“Lost Boys of Sudan” concentrates on the lives of two Sudanese refugees, Peter and Santino, of the Danka culture. We gain a perspective of life in the Kenyan camp and find it full of community and faith in God. They eventually make their way from the camp to the United States and the promise of a better life. Prior to leaving for America, one of the elders tells the group going to America is like “going to heaven.”
Having flown for the first time, the group of refugees arrives in Texas and we sense the uncertainty they all carry. The refugees are given money for a few months to get on their feet and after about 6 months they are on their own. Being free of voiceovers, the film allows us to learn solely from Peter and Santino’s perspectives. We watch as the group is taught to use a stove and garbage disposal and how to shop at the supermarket. They learn about cultural norms like how to greet another person, personal hygiene, and interviewing skills. We see them struggle to make a living and understand the culture they‘re thrown in. The young men express their opinions of the culture they find themselves in. They often send what little money they earn home to family. We see the cold, hard facts of life while witnessing the hope they hold. There are moments of disappointment, moments of happiness, and moments of humor--life at its basis in pretty much the same everywhere.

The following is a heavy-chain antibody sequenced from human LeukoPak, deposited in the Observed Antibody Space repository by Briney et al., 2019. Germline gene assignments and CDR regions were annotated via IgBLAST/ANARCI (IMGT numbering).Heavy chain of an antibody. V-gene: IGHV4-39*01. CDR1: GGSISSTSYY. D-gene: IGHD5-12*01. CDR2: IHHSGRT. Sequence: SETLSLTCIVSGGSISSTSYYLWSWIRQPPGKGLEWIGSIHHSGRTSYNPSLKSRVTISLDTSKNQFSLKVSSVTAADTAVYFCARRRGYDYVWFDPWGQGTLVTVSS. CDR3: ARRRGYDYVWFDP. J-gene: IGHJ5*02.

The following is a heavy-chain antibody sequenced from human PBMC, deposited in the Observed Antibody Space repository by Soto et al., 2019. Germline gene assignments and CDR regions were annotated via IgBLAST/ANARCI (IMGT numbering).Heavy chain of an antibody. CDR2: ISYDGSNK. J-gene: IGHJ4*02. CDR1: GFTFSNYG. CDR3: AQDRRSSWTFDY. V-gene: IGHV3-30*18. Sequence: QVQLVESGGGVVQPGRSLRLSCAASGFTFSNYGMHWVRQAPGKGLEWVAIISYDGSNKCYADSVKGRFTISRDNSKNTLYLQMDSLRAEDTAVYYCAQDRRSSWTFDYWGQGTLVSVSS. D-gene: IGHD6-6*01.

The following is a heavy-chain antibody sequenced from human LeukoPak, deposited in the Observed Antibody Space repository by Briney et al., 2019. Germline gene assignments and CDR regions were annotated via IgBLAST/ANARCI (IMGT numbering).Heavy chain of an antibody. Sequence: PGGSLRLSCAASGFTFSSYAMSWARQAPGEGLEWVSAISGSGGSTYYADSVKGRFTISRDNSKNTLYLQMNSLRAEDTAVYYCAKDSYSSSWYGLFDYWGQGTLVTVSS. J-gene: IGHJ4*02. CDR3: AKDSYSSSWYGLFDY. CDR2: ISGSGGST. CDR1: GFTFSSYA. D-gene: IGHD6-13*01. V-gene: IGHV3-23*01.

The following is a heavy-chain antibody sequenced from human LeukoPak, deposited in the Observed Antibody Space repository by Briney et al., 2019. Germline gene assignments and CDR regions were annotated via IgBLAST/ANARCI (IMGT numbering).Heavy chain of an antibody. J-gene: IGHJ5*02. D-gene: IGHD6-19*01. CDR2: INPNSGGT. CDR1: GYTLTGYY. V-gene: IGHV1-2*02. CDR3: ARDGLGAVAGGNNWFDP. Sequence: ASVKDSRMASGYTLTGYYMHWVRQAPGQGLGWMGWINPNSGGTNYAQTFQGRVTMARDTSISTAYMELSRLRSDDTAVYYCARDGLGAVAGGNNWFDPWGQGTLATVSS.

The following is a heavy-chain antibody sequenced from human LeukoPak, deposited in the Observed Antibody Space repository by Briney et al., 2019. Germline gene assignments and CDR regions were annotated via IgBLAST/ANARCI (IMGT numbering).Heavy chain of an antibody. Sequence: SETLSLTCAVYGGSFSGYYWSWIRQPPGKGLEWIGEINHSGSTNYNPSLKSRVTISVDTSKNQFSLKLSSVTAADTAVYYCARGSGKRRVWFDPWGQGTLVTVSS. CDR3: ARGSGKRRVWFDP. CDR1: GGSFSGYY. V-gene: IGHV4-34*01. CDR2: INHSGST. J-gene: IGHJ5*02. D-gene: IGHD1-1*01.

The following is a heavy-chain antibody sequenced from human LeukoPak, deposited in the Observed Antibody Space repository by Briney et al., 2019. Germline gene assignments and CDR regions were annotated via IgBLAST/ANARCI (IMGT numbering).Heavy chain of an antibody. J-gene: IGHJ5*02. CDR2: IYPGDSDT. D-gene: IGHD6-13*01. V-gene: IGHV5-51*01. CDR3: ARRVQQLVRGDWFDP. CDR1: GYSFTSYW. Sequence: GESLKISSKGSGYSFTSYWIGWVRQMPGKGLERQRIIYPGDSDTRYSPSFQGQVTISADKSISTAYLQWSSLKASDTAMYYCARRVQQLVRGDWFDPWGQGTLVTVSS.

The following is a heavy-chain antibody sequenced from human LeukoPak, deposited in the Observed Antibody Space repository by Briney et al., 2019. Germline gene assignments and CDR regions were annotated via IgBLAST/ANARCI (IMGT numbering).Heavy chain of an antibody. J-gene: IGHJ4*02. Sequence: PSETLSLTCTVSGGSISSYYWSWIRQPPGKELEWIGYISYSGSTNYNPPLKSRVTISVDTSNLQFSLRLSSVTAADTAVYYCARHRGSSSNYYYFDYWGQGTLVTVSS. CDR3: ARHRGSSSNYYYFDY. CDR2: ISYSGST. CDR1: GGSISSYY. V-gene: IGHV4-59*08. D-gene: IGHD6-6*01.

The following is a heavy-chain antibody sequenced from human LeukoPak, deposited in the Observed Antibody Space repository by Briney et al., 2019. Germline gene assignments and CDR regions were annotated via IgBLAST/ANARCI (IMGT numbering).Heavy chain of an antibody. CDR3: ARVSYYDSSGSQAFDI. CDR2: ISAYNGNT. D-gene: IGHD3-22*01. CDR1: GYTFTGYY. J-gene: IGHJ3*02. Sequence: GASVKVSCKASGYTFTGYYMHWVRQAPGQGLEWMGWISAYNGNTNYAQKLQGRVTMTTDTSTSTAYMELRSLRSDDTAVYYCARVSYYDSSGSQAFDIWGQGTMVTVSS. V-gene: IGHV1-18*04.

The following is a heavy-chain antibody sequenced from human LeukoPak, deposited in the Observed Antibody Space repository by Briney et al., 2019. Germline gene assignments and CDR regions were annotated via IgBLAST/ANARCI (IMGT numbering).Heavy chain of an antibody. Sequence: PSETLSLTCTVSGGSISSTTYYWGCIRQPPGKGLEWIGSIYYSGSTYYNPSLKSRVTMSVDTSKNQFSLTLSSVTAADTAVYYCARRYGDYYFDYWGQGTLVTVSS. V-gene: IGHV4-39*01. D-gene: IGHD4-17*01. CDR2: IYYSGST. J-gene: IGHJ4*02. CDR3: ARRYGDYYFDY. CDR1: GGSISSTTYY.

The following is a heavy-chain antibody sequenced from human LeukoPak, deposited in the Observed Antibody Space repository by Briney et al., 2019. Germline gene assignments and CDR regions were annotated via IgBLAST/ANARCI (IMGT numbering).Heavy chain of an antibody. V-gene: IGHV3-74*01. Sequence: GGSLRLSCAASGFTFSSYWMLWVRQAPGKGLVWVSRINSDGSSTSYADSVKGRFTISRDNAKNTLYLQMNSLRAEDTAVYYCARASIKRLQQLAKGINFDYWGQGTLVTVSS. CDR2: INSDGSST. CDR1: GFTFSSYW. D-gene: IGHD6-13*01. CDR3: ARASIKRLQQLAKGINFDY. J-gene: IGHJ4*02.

While Santino stays in Texas, Peter eventually heads to Kansas, enrolls in high school, and tries out for basketball. I felt his pain as he was cut from the team. Peter is invited to a Christian youth group and we observe the differing ways cultures worship. Eventually we see the “lost boys” reunite at a youth camp and they discuss all aspects of their new life in America. They pity about how their lives are run by money and the burden of providing for those back home.
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